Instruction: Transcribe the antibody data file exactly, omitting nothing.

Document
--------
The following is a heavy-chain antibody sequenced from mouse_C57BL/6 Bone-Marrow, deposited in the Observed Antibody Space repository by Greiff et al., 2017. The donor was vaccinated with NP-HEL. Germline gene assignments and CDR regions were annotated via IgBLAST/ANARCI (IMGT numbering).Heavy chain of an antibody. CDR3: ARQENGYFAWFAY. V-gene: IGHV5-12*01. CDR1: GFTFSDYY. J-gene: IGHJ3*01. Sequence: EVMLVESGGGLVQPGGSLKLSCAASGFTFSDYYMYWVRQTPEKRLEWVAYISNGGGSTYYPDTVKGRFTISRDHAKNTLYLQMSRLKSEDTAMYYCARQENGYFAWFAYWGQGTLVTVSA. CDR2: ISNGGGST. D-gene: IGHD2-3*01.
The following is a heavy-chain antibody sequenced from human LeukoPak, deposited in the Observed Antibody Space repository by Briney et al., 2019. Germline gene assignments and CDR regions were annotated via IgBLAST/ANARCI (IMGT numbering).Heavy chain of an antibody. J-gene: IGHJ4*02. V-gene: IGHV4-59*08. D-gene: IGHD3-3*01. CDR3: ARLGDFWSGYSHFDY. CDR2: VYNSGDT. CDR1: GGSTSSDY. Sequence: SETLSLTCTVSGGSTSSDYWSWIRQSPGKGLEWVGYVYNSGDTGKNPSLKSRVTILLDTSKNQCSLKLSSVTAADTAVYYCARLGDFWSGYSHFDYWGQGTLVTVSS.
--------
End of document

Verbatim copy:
The following is a heavy-chain antibody sequenced from mouse_C57BL/6 Bone-Marrow, deposited in the Observed Antibody Space repository by Greiff et al., 2017. The donor was vaccinated with NP-HEL. Germline gene assignments and CDR regions were annotated via IgBLAST/ANARCI (IMGT numbering).Heavy chain of an antibody. CDR3: ARQENGYFAWFAY. V-gene: IGHV5-12*01. CDR1: GFTFSDYY. J-gene: IGHJ3*01. Sequence: EVMLVESGGGLVQPGGSLKLSCAASGFTFSDYYMYWVRQTPEKRLEWVAYISNGGGSTYYPDTVKGRFTISRDHAKNTLYLQMSRLKSEDTAMYYCARQENGYFAWFAYWGQGTLVTVSA. CDR2: ISNGGGST. D-gene: IGHD2-3*01.
The following is a heavy-chain antibody sequenced from human LeukoPak, deposited in the Observed Antibody Space repository by Briney et al., 2019. Germline gene assignments and CDR regions were annotated via IgBLAST/ANARCI (IMGT numbering).Heavy chain of an antibody. J-gene: IGHJ4*02. V-gene: IGHV4-59*08. D-gene: IGHD3-3*01. CDR3: ARLGDFWSGYSHFDY. CDR2: VYNSGDT. CDR1: GGSTSSDY. Sequence: SETLSLTCTVSGGSTSSDYWSWIRQSPGKGLEWVGYVYNSGDTGKNPSLKSRVTILLDTSKNQCSLKLSSVTAADTAVYYCARLGDFWSGYSHFDYWGQGTLVTVSS.